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Surgical Dentistry

Bone Grafts

What is a hip graft?

One of the easiest ways of filling in a hole in a jaw bone is to use bone from the hip. A “hip graft” involves collecting bone from the pelvis above the hip joint. You can usually feel the area of bone that will be used since it forms a bony lump some 6 inches (20cm) above and in front of the hip joint.

What does the surgery involve?

A cut will be made through the skin immediately overlying the bone that will be removed. The length of the cut obviously depends on how much bone your surgeon needs. If he only requires a small amount of bone (eg to graft a cleft site) the incision may only be a couple of inches long.

What will the area be like once the bone has been removed?

At the end of the operation the incision will be carefully stitched together. Depending on the amount of bone that is removed a small plastic tube (“drain”) may be placed into the wound. This tube is connected to a bottle and allows any tissue fluid or blood to drain out of the wound. The drain usually stays in place for a day or so. If a large amount of bone has been removed your surgeon may put a second plastic tube into the wound before it is closed. Through this tube local anaesthetic can be administered. This local anaesthetic will keep the area numb and help reduce any pain.

What can I expect after the operation?

The hip tends to be sore for at least a few days even if only a small amount of bone has been collected. If large amounts of bone have been removed the area may be sore for a couple of weeks. Because the area around the hip is sore you may have some problems walking. Rarely you might need to use a walking stick for a few weeks after the operation.

How long will I be in hospital?

Your length of stay depends not only on your hip graft but also on the other procedures that you have had carried out at the same time. But you should expect a couple of days in hospital.

Do I need to do anything when I get home?

A dressing will have been put over the hip wound after surgery. You need to keep the area dry until this dressing and the underlying stitches have been removed. You should remember that you cannot drive or operate machinery for 48 hours after a general anaesthetic. If you find walking difficult when you get home you may also not be able to drive for a while because it is only safe to do so when you can safely perform an emergency stop in your vehicle.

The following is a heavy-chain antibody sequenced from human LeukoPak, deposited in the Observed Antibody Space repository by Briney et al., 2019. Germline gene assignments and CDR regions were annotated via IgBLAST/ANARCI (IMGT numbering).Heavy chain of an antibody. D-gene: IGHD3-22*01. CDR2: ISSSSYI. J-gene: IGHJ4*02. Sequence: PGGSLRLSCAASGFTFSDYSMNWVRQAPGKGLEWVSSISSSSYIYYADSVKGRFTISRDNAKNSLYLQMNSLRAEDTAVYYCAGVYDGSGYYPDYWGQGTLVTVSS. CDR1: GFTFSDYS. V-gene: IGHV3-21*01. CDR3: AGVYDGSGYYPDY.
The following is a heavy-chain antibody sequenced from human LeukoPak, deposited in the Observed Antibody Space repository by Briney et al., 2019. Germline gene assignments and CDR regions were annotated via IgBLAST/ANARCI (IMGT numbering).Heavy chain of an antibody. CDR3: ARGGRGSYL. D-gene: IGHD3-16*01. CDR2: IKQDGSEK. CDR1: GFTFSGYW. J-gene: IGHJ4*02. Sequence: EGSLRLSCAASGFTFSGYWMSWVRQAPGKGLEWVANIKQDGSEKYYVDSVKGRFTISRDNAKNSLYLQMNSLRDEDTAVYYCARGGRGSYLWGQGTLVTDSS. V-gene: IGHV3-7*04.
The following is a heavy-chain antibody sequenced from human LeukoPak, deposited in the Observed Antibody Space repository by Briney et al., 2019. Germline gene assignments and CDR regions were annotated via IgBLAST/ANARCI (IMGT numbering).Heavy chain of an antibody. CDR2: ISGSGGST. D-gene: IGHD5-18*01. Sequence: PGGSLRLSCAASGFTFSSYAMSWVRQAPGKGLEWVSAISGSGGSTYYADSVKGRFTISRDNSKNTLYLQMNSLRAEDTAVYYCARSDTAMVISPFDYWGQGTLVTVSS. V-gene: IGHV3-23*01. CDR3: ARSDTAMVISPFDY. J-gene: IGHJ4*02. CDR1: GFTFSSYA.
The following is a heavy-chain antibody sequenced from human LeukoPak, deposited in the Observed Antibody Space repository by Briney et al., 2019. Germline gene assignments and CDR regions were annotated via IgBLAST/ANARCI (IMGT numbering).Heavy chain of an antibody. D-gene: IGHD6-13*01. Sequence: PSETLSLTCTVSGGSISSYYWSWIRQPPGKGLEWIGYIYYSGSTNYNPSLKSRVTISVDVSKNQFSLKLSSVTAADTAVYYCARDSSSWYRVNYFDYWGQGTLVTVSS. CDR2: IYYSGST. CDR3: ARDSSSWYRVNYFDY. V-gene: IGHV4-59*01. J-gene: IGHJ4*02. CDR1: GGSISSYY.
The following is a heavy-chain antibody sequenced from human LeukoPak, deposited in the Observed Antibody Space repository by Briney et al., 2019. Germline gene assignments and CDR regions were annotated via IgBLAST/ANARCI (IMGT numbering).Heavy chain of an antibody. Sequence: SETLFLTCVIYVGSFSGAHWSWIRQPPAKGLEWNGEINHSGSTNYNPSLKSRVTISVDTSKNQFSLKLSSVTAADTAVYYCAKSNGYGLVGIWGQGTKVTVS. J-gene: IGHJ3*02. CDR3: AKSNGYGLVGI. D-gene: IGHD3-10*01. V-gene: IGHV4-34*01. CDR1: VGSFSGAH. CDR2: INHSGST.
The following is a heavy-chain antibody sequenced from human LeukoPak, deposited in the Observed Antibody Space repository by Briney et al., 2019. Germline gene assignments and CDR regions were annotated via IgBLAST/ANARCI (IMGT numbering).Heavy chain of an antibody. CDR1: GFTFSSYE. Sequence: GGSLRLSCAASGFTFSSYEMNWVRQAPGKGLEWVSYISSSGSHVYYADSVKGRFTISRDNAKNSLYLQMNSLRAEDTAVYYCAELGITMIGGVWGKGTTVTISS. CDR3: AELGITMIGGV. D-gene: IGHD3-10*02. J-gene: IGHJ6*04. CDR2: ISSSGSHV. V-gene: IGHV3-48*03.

Implant Surgery: What is an implant?

An implant is a false metal root screwed into the jawbone. Implants form anchors for a crown, bridge or denture attachments.

What does implant surgery involve?

Implants are usually inserted under local anaesthesia (ie an injection to make the area numb). Once the local anaesthetic injection has worked the gum is cut and pushed back to expose the underlying bone. A hole is then drilled into the bone and the implant screwed into this hole. The gum is then put back in the right place with stitches. These stitches are usually dissolvable but may take several weeks to disappear.

How long will the operation take?

It usually takes around half an hour to place a single implant. Obviously if you are having more than one implant placed it will take longer.

What can I expect after the operation?

It is unlikely to be very sore after implant surgery but regular painkillers (eg Ibuprofen) will be arranged for you. There is relatively little in the way of swelling.

Do I need any time off work?

It is advisable to take the rest of the day off work. You may also need to stay at home for a day or so depending on the type of job you have. If lots of implants have been placed and this has required intravenous sedation or a general anaesthetic then it is important to remember that you cannot drive or operate machinery for 24 hours after intravenous sedation and for 48 hours after general anaesthesia.

Is there anything that I need to do when I get home?

It is important to keep the surgical site as clean as possible for the first few weeks after the implants are inserted. It may be difficult to clean around the area because it is sore and if this is the case it is best to keep the area free from food debris by gently rinsing with a mouthwash or warm salt water (dissolve a flat teaspoon of kitchen salt in a cup of warm water) commencing on the day after surgery. You will have been prescribed a course of antibiotics to reduce the chances of infection. Please remember to take these.

What are the possible problems?

Although there may be a little bleeding at the time of surgery this usually stops very quickly and is unlikely to be a problem. Should the area bleed again when you get home this can usually be stopped by applying pressure for at least 10 minutes with a rolled up handkerchief or swab.

Infection is uncommon particularly if antibiotics are used.

If you are having an implant placed into your lower jaw it is important to be aware that some nerves may lie close to the site of surgery. One of these runs through the centre of the jawbone and supplies feeling to your lower lip, chin and lower teeth. The other runs on the inside of the lower jaw and supplies feeling to your tongue and helps with taste. Sometimes these nerves may be bruised when an implant is placed. This can cause tingling or numbness in your lip, chin or tongue, and more rarely altered taste. The chances of these nerves being bruised depends on exactly where your implant is going to be placed and how much bone there is around the nerves. Your surgeon will tell you what the risk is for you.

Surgical Dentistry